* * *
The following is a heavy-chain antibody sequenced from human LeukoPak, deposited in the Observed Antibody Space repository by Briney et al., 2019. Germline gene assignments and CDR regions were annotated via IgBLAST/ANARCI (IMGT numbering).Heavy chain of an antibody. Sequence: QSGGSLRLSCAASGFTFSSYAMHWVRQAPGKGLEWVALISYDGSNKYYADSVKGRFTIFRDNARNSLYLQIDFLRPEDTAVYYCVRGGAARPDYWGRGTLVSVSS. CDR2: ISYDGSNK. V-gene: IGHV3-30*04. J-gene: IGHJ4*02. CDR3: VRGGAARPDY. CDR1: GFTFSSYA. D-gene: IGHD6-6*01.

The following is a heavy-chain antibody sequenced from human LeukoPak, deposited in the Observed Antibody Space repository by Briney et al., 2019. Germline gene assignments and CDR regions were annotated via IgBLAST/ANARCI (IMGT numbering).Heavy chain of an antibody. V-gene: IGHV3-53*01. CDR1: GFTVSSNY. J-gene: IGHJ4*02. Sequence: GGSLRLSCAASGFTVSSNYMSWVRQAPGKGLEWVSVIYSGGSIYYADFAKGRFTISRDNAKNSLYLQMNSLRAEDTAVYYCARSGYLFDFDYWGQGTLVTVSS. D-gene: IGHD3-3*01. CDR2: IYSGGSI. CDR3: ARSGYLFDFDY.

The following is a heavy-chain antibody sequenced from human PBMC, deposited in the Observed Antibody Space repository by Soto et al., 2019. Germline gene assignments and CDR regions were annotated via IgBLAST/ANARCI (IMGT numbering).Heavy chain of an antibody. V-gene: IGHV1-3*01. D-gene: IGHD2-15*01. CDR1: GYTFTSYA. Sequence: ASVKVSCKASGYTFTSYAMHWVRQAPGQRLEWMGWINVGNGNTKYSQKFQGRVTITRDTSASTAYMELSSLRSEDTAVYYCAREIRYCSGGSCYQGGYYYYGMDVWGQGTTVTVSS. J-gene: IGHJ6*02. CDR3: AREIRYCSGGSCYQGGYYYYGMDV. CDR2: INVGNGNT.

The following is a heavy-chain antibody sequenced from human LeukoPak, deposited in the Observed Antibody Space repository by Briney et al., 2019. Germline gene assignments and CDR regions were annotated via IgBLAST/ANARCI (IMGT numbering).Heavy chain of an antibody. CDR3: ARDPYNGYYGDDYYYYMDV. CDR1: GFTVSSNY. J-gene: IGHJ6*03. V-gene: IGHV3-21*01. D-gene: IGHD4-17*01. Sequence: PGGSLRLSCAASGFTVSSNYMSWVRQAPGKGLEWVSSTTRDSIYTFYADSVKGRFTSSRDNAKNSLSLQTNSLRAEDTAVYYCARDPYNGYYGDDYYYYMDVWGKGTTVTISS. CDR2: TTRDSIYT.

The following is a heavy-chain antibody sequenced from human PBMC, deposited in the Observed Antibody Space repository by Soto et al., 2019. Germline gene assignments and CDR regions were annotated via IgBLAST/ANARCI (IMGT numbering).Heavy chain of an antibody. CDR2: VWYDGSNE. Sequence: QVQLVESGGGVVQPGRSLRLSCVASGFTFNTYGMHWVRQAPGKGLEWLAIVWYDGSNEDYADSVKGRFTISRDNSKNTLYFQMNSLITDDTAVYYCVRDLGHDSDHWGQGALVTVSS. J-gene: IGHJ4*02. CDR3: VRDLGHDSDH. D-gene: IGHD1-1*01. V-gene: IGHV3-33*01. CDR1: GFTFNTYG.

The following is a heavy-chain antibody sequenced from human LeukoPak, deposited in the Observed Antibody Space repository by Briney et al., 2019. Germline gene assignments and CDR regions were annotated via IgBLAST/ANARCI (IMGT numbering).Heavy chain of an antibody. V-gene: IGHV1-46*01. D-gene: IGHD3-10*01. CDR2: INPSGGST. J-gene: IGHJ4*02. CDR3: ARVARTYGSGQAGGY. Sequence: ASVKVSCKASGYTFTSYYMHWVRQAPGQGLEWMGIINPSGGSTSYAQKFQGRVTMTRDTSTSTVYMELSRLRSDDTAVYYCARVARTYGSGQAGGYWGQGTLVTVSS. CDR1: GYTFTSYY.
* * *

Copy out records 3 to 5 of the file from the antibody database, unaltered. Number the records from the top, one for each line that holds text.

The following is a heavy-chain antibody sequenced from human PBMC, deposited in the Observed Antibody Space repository by Soto et al., 2019. Germline gene assignments and CDR regions were annotated via IgBLAST/ANARCI (IMGT numbering).Heavy chain of an antibody. V-gene: IGHV1-3*01. D-gene: IGHD2-15*01. CDR1: GYTFTSYA. Sequence: ASVKVSCKASGYTFTSYAMHWVRQAPGQRLEWMGWINVGNGNTKYSQKFQGRVTITRDTSASTAYMELSSLRSEDTAVYYCAREIRYCSGGSCYQGGYYYYGMDVWGQGTTVTVSS. J-gene: IGHJ6*02. CDR3: AREIRYCSGGSCYQGGYYYYGMDV. CDR2: INVGNGNT.

The following is a heavy-chain antibody sequenced from human LeukoPak, deposited in the Observed Antibody Space repository by Briney et al., 2019. Germline gene assignments and CDR regions were annotated via IgBLAST/ANARCI (IMGT numbering).Heavy chain of an antibody. CDR3: ARDPYNGYYGDDYYYYMDV. CDR1: GFTVSSNY. J-gene: IGHJ6*03. V-gene: IGHV3-21*01. D-gene: IGHD4-17*01. Sequence: PGGSLRLSCAASGFTVSSNYMSWVRQAPGKGLEWVSSTTRDSIYTFYADSVKGRFTSSRDNAKNSLSLQTNSLRAEDTAVYYCARDPYNGYYGDDYYYYMDVWGKGTTVTISS. CDR2: TTRDSIYT.

The following is a heavy-chain antibody sequenced from human PBMC, deposited in the Observed Antibody Space repository by Soto et al., 2019. Germline gene assignments and CDR regions were annotated via IgBLAST/ANARCI (IMGT numbering).Heavy chain of an antibody. CDR2: VWYDGSNE. Sequence: QVQLVESGGGVVQPGRSLRLSCVASGFTFNTYGMHWVRQAPGKGLEWLAIVWYDGSNEDYADSVKGRFTISRDNSKNTLYFQMNSLITDDTAVYYCVRDLGHDSDHWGQGALVTVSS. J-gene: IGHJ4*02. CDR3: VRDLGHDSDH. D-gene: IGHD1-1*01. V-gene: IGHV3-33*01. CDR1: GFTFNTYG.